FYI | Feb 01 2016
The worst start on record for Australian equities leading into the new calendar year has had a noticeable negative impact on investor sentiment.
The Australian Investors' Sentiment Survey for January, conducted by Australian Investors' Association (AIA) and FNArena, suggests investor sentiment short term has deteriorated significantly, while the number of bulls on a medium to longer term view has now shrunk to low percentages not witnessed since the volatile days of 2011-2012.
Investors have responded by raising the average cash level in their portfolio to 21%; above the 18-20% range that has been in place for three years, since early 2013.
The shift in sentiment is in sharp contrast with the cautious optimism that dominated in the previous Survey in November. Back then most investors seemed willing to bet equities had probably seen the worst.
A similar picture emerges when we look at sentiment towards equities on 6-12 months out horizon. The number of respondents with an outright negative view has now spiked to 26%, with the gap between the bulls and those with a cautious/neutral view shrinking sharply; 38.5% versus 35.5% compared with 44.5% and 33.5% in November.
The Australian Investors' Sentiment Survey has been conducted every two months since early 2011. Throughout this period the highest level of cash held peaked at 26% in September 2011.
The lowest level was recorded in July last year, at 17%, when respondents indicated more cash had been allocated towards property and fixed interest.
Since early 2013 average cash in portfolios has ranged between 18-20%. At 21% in January, the average cash position is now highest since 2012, and the average equities allocation, at 51%, the lowest.
Commentary provided by respondents shows, surprisingly maybe, little evidence of panic. A common theme is that lower prices will simply provide buying opportunities longer term.
Chinese economic problems and media sensationalism are mentioned as major contributors to the share market volatility. A number also opined that market volatility was likely a necessary result of economic imbalances caused by widespread quantitative easing and low interest rate strategies.
A representative opinion was expressed by one AIA respondent’s comment:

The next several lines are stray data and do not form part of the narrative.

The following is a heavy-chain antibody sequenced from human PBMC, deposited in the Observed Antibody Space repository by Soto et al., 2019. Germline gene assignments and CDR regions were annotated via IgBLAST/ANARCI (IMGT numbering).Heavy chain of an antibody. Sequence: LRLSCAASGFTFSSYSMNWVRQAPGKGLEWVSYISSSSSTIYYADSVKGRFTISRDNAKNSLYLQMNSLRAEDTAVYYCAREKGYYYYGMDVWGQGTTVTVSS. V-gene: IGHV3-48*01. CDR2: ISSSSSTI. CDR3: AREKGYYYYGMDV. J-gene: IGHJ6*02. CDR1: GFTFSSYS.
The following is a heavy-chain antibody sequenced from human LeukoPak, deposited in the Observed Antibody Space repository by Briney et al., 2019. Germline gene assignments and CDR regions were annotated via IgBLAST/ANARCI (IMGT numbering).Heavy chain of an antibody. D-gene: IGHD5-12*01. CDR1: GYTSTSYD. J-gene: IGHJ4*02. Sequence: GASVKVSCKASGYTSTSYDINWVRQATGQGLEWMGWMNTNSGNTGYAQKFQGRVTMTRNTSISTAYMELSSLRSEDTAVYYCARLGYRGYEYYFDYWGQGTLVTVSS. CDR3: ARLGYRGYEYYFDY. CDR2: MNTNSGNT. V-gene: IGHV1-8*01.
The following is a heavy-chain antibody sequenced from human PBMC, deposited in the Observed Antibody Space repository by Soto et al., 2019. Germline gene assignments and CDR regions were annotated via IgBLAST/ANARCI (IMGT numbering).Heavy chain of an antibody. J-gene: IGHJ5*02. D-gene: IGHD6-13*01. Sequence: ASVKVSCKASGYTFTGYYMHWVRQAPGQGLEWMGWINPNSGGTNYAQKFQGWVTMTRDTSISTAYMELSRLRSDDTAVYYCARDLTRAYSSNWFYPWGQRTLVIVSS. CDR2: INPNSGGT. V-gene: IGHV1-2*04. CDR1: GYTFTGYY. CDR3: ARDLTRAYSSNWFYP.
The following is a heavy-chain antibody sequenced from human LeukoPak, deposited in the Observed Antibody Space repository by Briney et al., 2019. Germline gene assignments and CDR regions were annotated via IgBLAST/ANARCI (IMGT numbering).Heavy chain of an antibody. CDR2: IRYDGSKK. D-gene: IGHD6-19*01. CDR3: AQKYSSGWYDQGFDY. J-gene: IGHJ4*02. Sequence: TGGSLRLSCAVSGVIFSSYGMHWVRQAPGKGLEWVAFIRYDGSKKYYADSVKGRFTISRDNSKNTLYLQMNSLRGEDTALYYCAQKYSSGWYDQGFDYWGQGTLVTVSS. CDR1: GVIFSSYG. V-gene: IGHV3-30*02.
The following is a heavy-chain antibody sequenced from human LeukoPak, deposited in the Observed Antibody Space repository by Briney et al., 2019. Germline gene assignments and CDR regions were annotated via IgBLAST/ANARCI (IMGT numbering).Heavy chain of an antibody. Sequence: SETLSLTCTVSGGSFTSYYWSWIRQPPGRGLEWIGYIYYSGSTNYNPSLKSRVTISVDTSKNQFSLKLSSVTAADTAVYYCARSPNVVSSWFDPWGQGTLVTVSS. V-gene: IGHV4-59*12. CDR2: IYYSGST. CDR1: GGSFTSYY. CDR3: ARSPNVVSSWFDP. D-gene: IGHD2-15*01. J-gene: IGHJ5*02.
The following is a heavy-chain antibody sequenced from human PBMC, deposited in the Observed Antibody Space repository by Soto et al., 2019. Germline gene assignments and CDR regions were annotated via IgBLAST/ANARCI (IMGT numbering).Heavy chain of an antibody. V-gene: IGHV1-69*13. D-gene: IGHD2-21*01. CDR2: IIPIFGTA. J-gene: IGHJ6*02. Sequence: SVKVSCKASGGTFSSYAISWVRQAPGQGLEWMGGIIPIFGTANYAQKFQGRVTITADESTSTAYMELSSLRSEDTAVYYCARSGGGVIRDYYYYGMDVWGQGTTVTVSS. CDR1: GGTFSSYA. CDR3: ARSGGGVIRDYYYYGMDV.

“Current fears and volatility are overdone. There is no imminent economic catastrophe on the horizon as was the case in 2007. Australian and Chinese shares are not expensive, with Australian shares currently priced on an aggregate P/E of 13.9. Cooler heads will prevail and will drive renewed investment in the Australian stock market in the coming months.“
One FNArena respondent offered the following advice: “Don't sell in panic when things go bad as they are at present, things may look grim now but it will improve.”
Another AIA respondent opined: “I think we are in for a long period of volatility. In my opinion we are still experiencing fallout following the global financial crisis. Central banks lowered interest rates way below normal levels and tried to boost their countries' economies with quantitative easing. I believe it will be many years before markets recover from this intervention.”
The FNArena/AIA Confidence Index took a dive to 49% from 55% in November. The index hasn’t been below 50 since… 2012. The index has been as high as 61.50% in January 2013 and as low as 40.5% in May 2012.
The Investor Sentiment Survey asked members at Australian Investors’ Association (AIA) and FNArena how they felt about the market and how they were invested. The Survey will be repeated in two months (March 2015).
263 respondents participated through AIA and 327 through FNArena.
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